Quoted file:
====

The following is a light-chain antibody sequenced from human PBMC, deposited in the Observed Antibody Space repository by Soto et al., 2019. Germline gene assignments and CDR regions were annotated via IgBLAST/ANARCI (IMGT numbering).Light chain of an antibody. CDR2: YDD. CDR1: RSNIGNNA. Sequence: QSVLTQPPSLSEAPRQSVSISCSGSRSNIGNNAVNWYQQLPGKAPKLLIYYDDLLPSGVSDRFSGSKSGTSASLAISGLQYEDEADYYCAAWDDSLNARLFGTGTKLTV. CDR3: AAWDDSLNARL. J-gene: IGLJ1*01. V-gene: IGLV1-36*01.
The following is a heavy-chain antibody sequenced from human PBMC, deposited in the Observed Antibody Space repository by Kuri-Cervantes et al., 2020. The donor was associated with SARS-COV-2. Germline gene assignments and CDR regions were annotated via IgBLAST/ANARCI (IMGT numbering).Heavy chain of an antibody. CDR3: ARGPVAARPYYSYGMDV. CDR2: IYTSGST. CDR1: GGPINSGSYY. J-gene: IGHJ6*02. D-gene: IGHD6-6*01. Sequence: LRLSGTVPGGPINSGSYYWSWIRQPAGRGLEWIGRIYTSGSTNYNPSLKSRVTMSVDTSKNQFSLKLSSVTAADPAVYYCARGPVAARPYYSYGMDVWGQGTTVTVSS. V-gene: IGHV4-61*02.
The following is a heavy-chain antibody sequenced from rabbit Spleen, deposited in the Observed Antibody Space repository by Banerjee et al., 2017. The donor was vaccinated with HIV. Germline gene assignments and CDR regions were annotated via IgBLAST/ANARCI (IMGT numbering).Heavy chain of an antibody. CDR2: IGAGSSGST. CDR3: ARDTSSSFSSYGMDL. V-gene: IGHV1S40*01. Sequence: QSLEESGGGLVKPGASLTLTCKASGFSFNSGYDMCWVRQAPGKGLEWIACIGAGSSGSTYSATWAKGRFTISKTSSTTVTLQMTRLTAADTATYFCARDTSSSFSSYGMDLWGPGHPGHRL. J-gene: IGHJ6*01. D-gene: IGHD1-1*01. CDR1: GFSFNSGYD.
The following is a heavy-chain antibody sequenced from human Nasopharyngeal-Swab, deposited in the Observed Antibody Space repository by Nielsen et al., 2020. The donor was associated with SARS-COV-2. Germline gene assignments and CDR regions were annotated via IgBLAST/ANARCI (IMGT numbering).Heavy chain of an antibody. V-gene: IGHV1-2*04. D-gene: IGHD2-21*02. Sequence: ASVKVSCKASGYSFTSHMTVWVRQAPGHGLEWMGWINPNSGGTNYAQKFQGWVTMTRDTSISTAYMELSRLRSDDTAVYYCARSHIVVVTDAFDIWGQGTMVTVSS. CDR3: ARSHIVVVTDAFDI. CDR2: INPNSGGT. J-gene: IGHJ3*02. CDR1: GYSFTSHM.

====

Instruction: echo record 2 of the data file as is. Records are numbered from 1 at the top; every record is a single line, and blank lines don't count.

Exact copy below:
The following is a heavy-chain antibody sequenced from human PBMC, deposited in the Observed Antibody Space repository by Kuri-Cervantes et al., 2020. The donor was associated with SARS-COV-2. Germline gene assignments and CDR regions were annotated via IgBLAST/ANARCI (IMGT numbering).Heavy chain of an antibody. CDR3: ARGPVAARPYYSYGMDV. CDR2: IYTSGST. CDR1: GGPINSGSYY. J-gene: IGHJ6*02. D-gene: IGHD6-6*01. Sequence: LRLSGTVPGGPINSGSYYWSWIRQPAGRGLEWIGRIYTSGSTNYNPSLKSRVTMSVDTSKNQFSLKLSSVTAADPAVYYCARGPVAARPYYSYGMDVWGQGTTVTVSS. V-gene: IGHV4-61*02.